Jordan’s fight against corruption

It seems efforts are underway to fight corruption in Jordan.

The Amman prosecutor general recently indicted 350 people on charges of corruption, a senior interior ministry official said on Monday. "Abuse of public and private posts has wrought havoc on our economy and development," said the official, preferring anonymity due to the sensitivity of the issue. "We need to send a message that Jordan is a safe country for foreign investors. We can only do that by cracking down on corruption."

The official went on to point out that, of the 350 indictments, at least 300 were handed out to members of the private sector. While he was unwilling to disclose the precise amounts of money involved in the cases, he conceded that some involved amounts in the millions of dollars. "Some cases involve hundreds or thousand of dollars, but others are in the tens of millions," he said. Source: [IRIN]

However, some remain skeptical.

"We have thousands of high-profile corruption cases, but they’re covered up by the government and influential personalities," said MP Abdul Rahim Malhas, who accused successive governments of "lacking serious motivation" for fighting corruption. "The past four governments used all kinds of rhetoric to announce their ‘wars on corruption’, but we later discovered that top officials from the same governments were themselves corrupt."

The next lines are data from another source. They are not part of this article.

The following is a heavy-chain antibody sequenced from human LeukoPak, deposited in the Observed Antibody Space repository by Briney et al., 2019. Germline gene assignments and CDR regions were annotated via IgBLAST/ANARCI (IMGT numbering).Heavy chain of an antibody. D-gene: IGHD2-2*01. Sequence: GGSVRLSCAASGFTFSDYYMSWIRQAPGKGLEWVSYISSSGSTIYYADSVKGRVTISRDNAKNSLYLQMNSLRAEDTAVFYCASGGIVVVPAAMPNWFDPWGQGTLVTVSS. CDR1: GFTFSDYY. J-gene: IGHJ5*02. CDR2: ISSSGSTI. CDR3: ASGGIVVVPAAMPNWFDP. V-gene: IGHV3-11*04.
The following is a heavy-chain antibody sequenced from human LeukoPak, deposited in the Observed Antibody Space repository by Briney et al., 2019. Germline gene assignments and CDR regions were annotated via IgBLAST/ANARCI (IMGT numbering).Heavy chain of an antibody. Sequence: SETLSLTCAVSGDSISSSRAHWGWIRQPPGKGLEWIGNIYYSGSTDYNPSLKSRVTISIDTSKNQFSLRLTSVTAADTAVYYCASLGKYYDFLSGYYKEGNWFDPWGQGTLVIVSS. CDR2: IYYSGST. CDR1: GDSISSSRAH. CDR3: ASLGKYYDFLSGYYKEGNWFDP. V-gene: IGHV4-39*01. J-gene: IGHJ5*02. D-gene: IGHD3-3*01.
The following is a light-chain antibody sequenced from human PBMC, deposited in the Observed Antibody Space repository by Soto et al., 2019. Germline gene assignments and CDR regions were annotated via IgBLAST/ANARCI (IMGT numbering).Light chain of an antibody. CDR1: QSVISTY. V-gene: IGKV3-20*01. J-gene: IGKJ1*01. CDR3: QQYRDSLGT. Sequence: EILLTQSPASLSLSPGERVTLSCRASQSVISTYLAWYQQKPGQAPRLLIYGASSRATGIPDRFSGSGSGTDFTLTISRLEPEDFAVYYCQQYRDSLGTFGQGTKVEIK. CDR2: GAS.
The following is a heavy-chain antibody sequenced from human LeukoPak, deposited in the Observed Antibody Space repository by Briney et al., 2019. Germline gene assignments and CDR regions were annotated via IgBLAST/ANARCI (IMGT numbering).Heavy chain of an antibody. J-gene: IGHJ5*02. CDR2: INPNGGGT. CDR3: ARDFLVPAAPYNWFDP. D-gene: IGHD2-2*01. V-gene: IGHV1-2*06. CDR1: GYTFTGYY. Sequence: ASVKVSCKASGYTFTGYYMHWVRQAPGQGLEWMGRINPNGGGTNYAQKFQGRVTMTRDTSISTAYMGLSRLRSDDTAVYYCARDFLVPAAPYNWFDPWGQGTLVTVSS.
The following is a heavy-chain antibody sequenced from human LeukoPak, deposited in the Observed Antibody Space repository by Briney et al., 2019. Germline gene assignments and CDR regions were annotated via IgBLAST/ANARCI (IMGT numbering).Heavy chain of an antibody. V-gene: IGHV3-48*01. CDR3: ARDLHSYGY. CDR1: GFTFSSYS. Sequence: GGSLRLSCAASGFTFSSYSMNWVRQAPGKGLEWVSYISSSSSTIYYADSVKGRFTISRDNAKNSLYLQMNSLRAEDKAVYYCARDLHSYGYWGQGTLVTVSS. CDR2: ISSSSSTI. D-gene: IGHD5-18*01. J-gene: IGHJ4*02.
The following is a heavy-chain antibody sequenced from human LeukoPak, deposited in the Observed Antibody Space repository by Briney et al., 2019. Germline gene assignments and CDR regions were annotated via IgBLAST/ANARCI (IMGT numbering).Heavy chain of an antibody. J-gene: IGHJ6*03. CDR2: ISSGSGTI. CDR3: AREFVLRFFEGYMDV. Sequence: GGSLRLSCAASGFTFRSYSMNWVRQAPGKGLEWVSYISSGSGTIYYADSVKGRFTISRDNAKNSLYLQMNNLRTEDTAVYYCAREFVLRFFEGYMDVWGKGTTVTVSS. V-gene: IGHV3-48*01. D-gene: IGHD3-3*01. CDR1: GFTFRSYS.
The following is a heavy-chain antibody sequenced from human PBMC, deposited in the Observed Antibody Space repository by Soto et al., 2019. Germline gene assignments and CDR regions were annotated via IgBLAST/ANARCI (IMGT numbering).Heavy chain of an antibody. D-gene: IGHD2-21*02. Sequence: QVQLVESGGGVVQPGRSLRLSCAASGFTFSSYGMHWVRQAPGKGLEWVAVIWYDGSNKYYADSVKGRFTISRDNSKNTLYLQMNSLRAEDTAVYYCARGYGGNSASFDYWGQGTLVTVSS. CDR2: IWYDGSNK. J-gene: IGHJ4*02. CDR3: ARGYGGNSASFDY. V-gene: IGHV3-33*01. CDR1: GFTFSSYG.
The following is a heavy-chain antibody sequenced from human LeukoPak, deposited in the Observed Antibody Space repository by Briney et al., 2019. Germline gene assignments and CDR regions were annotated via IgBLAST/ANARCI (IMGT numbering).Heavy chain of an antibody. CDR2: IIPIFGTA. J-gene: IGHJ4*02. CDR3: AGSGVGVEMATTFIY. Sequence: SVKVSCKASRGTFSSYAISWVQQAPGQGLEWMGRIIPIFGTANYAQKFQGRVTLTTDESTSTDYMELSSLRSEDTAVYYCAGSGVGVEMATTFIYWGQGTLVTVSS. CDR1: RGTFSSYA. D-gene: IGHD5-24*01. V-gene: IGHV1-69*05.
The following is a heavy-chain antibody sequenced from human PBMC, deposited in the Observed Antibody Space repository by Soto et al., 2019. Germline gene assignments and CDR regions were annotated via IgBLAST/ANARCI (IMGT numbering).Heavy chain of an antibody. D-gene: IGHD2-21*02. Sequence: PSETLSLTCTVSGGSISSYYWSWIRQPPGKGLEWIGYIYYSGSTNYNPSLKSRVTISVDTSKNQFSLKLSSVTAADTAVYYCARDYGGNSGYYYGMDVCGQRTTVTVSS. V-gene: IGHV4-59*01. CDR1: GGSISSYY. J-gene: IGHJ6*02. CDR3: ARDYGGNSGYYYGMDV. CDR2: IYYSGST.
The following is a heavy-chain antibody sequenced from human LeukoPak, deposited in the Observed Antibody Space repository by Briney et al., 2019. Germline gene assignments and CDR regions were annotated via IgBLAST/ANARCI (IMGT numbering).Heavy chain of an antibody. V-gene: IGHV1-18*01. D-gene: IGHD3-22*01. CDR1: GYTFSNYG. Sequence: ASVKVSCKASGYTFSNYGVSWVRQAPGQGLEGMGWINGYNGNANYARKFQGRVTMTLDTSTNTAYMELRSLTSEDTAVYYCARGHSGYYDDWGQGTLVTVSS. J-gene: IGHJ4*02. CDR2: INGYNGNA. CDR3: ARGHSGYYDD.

I guess one reason behind such cynicism is Jordan’s ranking in the official statistics:

In a 2005 report by corruption watchdog Transparency International, Jordan ranked 37th out of 145 countries in the world in terms of official corruption levels. The report ranked Jordan fourth in the Arab world, after Oman, the United Arab Emirates and Qatar.

I think it’s best to take a "wait-and-see" attitude. Maybe Jordan’s shameful rating will improve after this new anti-corruption drive.

11 thoughts on “Jordan’s fight against corruption”

  1. Just heard on NPR news that Walmart / Target used merchandise coming from Jordan which uses slavery in their factories… Has anyone heard such news today ?

  2. You know that is so digusting that people are treated that way when they are going to a foreign country to work and provide for their families. Whats even more disgusting is the blame game. Everyone tries to blame the other. You mean to tell me WalMart and Target can’t do anything about it. Its simple they tell those factory owners if you don’t improve conditions we’ll look to other options.

    Unfortunatly, business programs at colleges and universities are not spending enough time on ethics courses and spending way too much time on numbers. Lets see how good that is.


  3. I don’t have much faith in the government to fight corruption. these indictments are most likely politically motivated and propably inflated. if you belive the official sources you will belive this.